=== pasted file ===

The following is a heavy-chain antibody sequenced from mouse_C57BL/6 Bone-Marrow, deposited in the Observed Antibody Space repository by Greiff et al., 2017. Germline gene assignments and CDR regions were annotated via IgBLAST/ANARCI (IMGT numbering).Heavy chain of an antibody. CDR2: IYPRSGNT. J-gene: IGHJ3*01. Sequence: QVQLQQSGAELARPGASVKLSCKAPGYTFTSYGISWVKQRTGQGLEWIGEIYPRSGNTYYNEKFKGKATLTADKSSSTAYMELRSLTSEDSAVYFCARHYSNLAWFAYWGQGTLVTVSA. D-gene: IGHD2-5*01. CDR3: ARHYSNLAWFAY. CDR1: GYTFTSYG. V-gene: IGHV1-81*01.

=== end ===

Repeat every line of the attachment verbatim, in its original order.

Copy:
The following is a heavy-chain antibody sequenced from mouse_C57BL/6 Bone-Marrow, deposited in the Observed Antibody Space repository by Greiff et al., 2017. Germline gene assignments and CDR regions were annotated via IgBLAST/ANARCI (IMGT numbering).Heavy chain of an antibody. CDR2: IYPRSGNT. J-gene: IGHJ3*01. Sequence: QVQLQQSGAELARPGASVKLSCKAPGYTFTSYGISWVKQRTGQGLEWIGEIYPRSGNTYYNEKFKGKATLTADKSSSTAYMELRSLTSEDSAVYFCARHYSNLAWFAYWGQGTLVTVSA. D-gene: IGHD2-5*01. CDR3: ARHYSNLAWFAY. CDR1: GYTFTSYG. V-gene: IGHV1-81*01.